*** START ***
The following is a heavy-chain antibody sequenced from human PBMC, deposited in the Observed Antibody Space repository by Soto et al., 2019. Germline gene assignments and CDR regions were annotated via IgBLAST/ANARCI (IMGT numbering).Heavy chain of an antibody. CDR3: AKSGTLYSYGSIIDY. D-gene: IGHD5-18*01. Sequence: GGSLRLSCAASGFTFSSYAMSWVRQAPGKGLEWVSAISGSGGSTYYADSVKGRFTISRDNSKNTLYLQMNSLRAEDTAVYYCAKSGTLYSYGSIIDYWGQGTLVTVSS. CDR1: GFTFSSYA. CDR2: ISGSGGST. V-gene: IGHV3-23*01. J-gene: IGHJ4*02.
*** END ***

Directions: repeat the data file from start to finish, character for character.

The following is a heavy-chain antibody sequenced from human PBMC, deposited in the Observed Antibody Space repository by Soto et al., 2019. Germline gene assignments and CDR regions were annotated via IgBLAST/ANARCI (IMGT numbering).Heavy chain of an antibody. CDR3: AKSGTLYSYGSIIDY. D-gene: IGHD5-18*01. Sequence: GGSLRLSCAASGFTFSSYAMSWVRQAPGKGLEWVSAISGSGGSTYYADSVKGRFTISRDNSKNTLYLQMNSLRAEDTAVYYCAKSGTLYSYGSIIDYWGQGTLVTVSS. CDR1: GFTFSSYA. CDR2: ISGSGGST. V-gene: IGHV3-23*01. J-gene: IGHJ4*02.